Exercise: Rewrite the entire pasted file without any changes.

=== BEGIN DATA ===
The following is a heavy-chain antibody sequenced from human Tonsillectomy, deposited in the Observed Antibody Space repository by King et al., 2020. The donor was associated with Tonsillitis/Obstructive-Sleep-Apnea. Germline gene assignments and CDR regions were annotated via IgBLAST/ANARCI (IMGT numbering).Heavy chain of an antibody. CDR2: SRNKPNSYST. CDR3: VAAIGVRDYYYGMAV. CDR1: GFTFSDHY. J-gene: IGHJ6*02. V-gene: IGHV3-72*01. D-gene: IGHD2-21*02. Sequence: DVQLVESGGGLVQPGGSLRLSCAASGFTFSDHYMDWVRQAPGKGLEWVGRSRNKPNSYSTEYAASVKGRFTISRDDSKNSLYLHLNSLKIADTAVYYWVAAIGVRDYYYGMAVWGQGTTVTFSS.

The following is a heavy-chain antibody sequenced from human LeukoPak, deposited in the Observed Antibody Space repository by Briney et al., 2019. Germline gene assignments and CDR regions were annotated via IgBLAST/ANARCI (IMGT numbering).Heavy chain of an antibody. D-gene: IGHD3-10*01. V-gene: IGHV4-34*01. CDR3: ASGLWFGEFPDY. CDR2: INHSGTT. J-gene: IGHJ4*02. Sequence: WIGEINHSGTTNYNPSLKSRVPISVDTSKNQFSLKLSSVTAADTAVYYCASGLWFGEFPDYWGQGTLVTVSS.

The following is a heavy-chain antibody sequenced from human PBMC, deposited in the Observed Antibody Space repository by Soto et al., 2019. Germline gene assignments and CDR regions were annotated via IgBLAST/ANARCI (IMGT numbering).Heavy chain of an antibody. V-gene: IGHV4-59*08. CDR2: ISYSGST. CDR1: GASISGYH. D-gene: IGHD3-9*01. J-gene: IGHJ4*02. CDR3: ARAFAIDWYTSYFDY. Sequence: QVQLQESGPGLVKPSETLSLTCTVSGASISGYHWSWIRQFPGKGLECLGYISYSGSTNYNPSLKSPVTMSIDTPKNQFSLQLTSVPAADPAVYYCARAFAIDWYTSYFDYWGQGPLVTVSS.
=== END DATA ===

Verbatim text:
The following is a heavy-chain antibody sequenced from human Tonsillectomy, deposited in the Observed Antibody Space repository by King et al., 2020. The donor was associated with Tonsillitis/Obstructive-Sleep-Apnea. Germline gene assignments and CDR regions were annotated via IgBLAST/ANARCI (IMGT numbering).Heavy chain of an antibody. CDR2: SRNKPNSYST. CDR3: VAAIGVRDYYYGMAV. CDR1: GFTFSDHY. J-gene: IGHJ6*02. V-gene: IGHV3-72*01. D-gene: IGHD2-21*02. Sequence: DVQLVESGGGLVQPGGSLRLSCAASGFTFSDHYMDWVRQAPGKGLEWVGRSRNKPNSYSTEYAASVKGRFTISRDDSKNSLYLHLNSLKIADTAVYYWVAAIGVRDYYYGMAVWGQGTTVTFSS.

The following is a heavy-chain antibody sequenced from human LeukoPak, deposited in the Observed Antibody Space repository by Briney et al., 2019. Germline gene assignments and CDR regions were annotated via IgBLAST/ANARCI (IMGT numbering).Heavy chain of an antibody. D-gene: IGHD3-10*01. V-gene: IGHV4-34*01. CDR3: ASGLWFGEFPDY. CDR2: INHSGTT. J-gene: IGHJ4*02. Sequence: WIGEINHSGTTNYNPSLKSRVPISVDTSKNQFSLKLSSVTAADTAVYYCASGLWFGEFPDYWGQGTLVTVSS.

The following is a heavy-chain antibody sequenced from human PBMC, deposited in the Observed Antibody Space repository by Soto et al., 2019. Germline gene assignments and CDR regions were annotated via IgBLAST/ANARCI (IMGT numbering).Heavy chain of an antibody. V-gene: IGHV4-59*08. CDR2: ISYSGST. CDR1: GASISGYH. D-gene: IGHD3-9*01. J-gene: IGHJ4*02. CDR3: ARAFAIDWYTSYFDY. Sequence: QVQLQESGPGLVKPSETLSLTCTVSGASISGYHWSWIRQFPGKGLECLGYISYSGSTNYNPSLKSPVTMSIDTPKNQFSLQLTSVPAADPAVYYCARAFAIDWYTSYFDYWGQGPLVTVSS.